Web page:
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Kemialliset Ystävät
Alas Rattoisaa Virtaa Sean Kitching , October 2nd, 2014 10:32

Last night a Finnish freak-tronica band saved my life... Well, in actual fact it was a night four years ago, around the time of their last full length release Ullakkopalo, when I found myself urgently in need of a chemical friend (as their name translates into English), and Jan Anderzén's far-out collective Kemialliset Ystävät thankfully came to my aid. It was a simple mistake that any fool with an unhealthy obsession with the ideas of Timothy Leary, a narcissistic love of wallowing in their own subconscious and a downright disrespect for their own physical safety, could have made. I spoke to a friend who ill-advisedly suggested at least three drops of the liquid preparation, so I of course took four, regretting the decision a mere ten minutes later as an Almighty phantom hand swept in from the deepest regions of the cosmos to enfold my hammering heart in its tight, icy grasp. Being no stranger to such experiences, I knew that although technically speaking I was in no immediate physical danger, spending the next 12 hours cowering in abject terror was no fun either, so I immediately began trying to rectify the situation as best I knew how.

Can's beautifully symphonic Future Days, combined with some chanting on my part as I watched my face in the mirror run fast-forward through a rapid spectrum of animal forms certainly helped, but it wasn't until I put Ullakkopalo on the stereo that I breathed a massive sigh of relief and actually began to enjoy myself. My friend who was with me (people, if you really must do psychedelic drugs, for Christ's sake get your doses right and never take them on your own, no matter how confident you think you are), thought it was hilarious that this very strange album, which sounded like a group of toddler extraterrestrials playing with toy instruments actually had the effect of calming me down, when it would likely have caused other more sane individuals to run screaming for the metaphorical hills.

But calm me down it did, and by the third or fourth consecutive spin, I felt as if the universe was sharing its innermost secrets with me, as though I were witnessing the manufacture of matter itself, brought into being by industrious entities singing, enchanting and knitting together energy into the bonds that underlie atomic structure. I always wanted to thank my chemical friends for their participation in my cosmic swansong (if you think I'd go there again after that, then you're crazier than I am) but up until now I've never had the chance, so let me take this opportunity to say: Thanks guys.

There has been much discussion on the Quietus of late as to what constitutes music that is psychedelic in nature, rather than simply of the psychedelic genre, with some commenters suggesting that any music may indeed sound psychedelic when perceived through the right (or wrong, depending on your personal experience) chemical lens. Whilst there is certainly some truth in the fact that all sounds may appear altered during such an experience, for me it's an undeniable fact that only truly psychedelic music can wrap you safely in its wings and take you on a journey to the deepest realms of inner space. Kemialliset Ystävät make such music, doing so with both a unique sense of identity and a joyous playfulness that makes them an irresistible proposition for anyone inclined towards such journeys.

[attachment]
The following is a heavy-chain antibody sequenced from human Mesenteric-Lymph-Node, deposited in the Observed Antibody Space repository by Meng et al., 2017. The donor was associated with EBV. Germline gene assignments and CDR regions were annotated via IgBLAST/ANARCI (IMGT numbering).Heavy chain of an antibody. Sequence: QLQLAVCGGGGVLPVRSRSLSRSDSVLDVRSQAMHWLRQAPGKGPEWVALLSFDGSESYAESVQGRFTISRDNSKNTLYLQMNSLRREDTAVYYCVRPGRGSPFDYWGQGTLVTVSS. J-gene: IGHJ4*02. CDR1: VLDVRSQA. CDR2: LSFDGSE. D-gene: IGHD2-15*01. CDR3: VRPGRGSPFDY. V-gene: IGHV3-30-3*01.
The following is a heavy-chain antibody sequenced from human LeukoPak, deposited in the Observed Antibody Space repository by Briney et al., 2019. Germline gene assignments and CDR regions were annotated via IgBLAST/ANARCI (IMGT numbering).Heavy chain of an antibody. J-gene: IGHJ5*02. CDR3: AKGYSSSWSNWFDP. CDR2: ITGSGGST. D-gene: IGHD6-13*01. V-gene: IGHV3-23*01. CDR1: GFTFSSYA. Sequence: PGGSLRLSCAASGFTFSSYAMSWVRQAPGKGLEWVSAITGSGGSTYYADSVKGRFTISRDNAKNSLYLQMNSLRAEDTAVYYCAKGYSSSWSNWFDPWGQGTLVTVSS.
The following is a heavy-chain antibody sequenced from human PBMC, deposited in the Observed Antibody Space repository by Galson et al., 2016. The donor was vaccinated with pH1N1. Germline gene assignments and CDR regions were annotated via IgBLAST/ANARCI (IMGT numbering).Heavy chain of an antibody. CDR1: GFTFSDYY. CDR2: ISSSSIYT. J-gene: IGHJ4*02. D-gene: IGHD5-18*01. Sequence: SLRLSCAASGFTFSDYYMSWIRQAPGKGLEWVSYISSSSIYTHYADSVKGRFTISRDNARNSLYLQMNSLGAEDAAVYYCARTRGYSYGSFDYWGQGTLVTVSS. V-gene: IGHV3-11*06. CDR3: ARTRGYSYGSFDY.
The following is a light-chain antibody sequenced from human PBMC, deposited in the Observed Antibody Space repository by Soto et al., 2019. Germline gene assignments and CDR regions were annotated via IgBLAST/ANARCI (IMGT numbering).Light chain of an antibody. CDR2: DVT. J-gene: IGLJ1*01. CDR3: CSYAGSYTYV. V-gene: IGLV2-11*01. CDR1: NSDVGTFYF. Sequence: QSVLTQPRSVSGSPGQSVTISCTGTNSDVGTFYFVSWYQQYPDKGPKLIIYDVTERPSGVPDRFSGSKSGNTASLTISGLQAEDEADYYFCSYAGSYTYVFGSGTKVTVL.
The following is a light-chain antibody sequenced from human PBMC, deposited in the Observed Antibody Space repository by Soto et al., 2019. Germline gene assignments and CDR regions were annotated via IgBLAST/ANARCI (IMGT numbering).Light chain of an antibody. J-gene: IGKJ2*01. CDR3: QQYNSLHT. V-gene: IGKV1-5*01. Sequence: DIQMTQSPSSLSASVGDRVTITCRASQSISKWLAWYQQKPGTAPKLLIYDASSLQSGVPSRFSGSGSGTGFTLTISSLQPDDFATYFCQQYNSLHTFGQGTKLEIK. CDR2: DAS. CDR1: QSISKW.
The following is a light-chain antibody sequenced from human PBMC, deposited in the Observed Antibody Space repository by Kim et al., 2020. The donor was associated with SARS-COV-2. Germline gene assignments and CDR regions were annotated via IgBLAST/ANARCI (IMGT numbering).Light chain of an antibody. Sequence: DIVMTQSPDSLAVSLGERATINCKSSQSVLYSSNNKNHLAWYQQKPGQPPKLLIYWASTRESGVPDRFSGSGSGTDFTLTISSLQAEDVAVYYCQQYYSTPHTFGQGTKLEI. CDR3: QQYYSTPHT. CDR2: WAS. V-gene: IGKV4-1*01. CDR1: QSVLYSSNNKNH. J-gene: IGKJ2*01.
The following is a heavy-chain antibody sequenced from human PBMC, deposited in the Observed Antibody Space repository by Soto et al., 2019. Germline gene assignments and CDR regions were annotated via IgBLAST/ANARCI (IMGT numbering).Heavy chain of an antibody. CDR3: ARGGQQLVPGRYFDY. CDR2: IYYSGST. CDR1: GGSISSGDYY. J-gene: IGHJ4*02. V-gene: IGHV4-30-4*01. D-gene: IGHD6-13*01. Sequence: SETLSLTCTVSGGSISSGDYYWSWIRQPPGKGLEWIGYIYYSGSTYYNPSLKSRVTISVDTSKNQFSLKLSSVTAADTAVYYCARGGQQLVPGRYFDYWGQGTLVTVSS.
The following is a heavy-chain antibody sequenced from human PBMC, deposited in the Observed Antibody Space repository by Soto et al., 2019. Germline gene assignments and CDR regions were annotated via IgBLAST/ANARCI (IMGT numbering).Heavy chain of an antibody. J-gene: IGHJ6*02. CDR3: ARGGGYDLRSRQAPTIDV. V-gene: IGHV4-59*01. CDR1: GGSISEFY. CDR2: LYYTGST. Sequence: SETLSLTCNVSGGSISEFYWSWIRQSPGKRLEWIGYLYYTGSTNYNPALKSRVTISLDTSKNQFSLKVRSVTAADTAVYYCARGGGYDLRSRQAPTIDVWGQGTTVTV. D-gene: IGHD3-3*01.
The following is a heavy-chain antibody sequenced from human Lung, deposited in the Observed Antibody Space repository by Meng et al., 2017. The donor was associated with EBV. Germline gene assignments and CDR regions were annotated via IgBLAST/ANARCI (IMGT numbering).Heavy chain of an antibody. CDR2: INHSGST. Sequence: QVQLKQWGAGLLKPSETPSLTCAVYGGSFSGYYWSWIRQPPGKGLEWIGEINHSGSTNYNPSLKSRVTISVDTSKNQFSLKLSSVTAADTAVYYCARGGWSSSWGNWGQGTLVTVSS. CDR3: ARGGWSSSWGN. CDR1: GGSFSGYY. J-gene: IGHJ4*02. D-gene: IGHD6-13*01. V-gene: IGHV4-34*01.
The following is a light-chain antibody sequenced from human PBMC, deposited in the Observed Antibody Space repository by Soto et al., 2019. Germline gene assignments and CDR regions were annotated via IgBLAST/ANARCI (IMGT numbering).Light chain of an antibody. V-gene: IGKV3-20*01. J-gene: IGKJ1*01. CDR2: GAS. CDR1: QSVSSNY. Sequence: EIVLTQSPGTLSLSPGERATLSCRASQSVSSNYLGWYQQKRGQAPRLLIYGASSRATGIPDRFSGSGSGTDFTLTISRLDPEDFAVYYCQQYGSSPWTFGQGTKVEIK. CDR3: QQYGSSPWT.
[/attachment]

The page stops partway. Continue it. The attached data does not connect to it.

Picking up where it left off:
Pere Ubu's David Thomas once said: "New ain't nothing but old hat chromed,' and indeed it sometimes appears although there is little room left for true musical innovation that isn't solely derived from the application of new technology. Although Kemialliset Ystävät bring to mind both The Residents at the time of their early experiments with sampling technology around The Mole Trilogy era and the more electronically pulsating Faust tracks to be found on their Munic & Elsewhere collection of previously unreleased material, there is still something strikingly original about their sound. Experimental, yet accessible, their songs are compiled of acoustic and electronic sources, manipulated voices (when they played the Buffalo Bar in London in August 2007, one member of the band sat on the floor for the whole time, chanting into a microphone with a bank of effects pedals beside him), hand-drum loops, flutes and god-only-knows what else.

Their 12th album, Alas Rattoisaa Virtaa, which translates into something like "enjoyable down flows" according to Google translator, is more electronic and less murky sounding than its predecessor. Despite the music's inherent strangeness, the sounds that make up its palette glow with an inner neon beauty and flickering warmth that feels welcoming instead of purely disorientating. Eschewing outright beats in favour of a propulsive, throbbing irregular heartbeat that the band themselves describe as akin to "an overflowing tub of funny jelly," the music evokes images of creatures of Finnish folklore, Moomins cavorting manically in lush green forests. This is an addictive record which makes for compulsive listening, with pieces flowing seamlessly into one another. Picking a single highlight is therefore a difficult task, but at a push I'd go for track number eight, 'Ei Millään Kielellä', which could almost be a freakier, Finnish cousin to something from Musik Von Harmonia. Simply put, this is wonderful, otherworldly stuff, capable of taking the listener on a hugely enjoyable journey even without recourse to psychedelic drugs.